What do we have here?
An even cheaper entry point to the now longstanding Jaguar F-Type line up, bringing JLR's brand new Ingenium engine to the sports car party in a four cylinder, 2.0-litre variant.
Why do we have it?
Jaguar are hoping to incorporate a new customer base by lowering the starting price even further, giving drivers the chance to own a less powerful F-Type than it's V6 & V8 big brothers. For a debrief on the $200,000 V6 R-Dynamic as a comparison, head over to last month's review.
What's the competition?
Porsche Boxster/Cayman, Audi TT S quattro
What are the takeaways?
We'll keep this short and sweet, given our recent review of the V6 and previous hype article for this exact vehicle.
All that's left for us to do is fill in the gaps on the driving experience. Walking out to see six gorgeous F-Types basking in the morning sun on a Monday ignited a joyous memory that the F-Type is so much more than its figures on paper. This exact experience that almost can't be articulated can now be enjoyed by a new bracket of customers. Though at what cost will it come and will drivers get the true F-Type experience? They're $107,012, to be exact, but for that cost JLR will have to find you a compromise.
Firstly, they'll swap you a fiery roar when the engine starts up for something that is more of a 'woof.' The soundtrack overall - which is undoubtedly the F-Type's biggest X-Factor - is mediocre at best, but that's to be expected and somewhat unavoidable with a four cylinder. Apart from the exciting crackle when you release the accelerator (best enjoyed at around 3500 rpm) and max torque at just 1500 rpm, there's not too much more to be said about the car's vocal character, although they've definitely milked the engine for all they could.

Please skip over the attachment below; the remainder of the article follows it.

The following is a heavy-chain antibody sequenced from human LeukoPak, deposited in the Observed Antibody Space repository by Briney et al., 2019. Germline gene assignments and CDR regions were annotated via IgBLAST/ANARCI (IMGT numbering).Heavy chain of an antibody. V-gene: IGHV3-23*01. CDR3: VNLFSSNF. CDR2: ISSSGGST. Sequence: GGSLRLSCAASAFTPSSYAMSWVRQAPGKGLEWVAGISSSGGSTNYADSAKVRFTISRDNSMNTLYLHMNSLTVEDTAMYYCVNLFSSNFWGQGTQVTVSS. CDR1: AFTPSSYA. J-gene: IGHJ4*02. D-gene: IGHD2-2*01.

Despite this, the baby F-Type is definitely the most nimble and playful of the family. Being 52 kgs lighter over the front end compared to the six and eight variants awards it an exciting agility through the corners and thus a softened suspension. Given its upper performance limits are considerably more attainable, you can reach for the maximum of the 2.0-litre F-Type's potential on a decent road without feeling the need to take it to a track, like you would be begging for in the V8. The 2.0-litre's brand new chassis designed to adapt to this weight difference is also a major tick in the 'pros' column.
Unfortunately, however, it simply lacks the one thing that set an F-Type apart from the rest - and what its superiors were so well known for. You shouldn't misinterpret this as any sort of failure on JLR's behalf, as they've definitely given us as much excitement as possible from the four cylinder, but that distinctively F-Type character has had to take a hit in the process. Given these toned-down excitement levels, the convertible would have to be our pick.
A double-edged sword, you'll need to decide what you value more. It's a gratifying and unique driving experience, the most nimble among the F-Type range, but with much less bang than its big brothers.
2018 Jaguar F-Type 2.0-Litre
Engine: 4 cylinder turbocharged petrol
Power: 221kW @ 5500rpm
Torque: 400Nm @ 1500-4000rpm
Transmission: 8-speed ZF automatic
0-100 Dash: 5.7sec
Fuel economy: 7.2L/100km
Price: $107, 012 plus on roads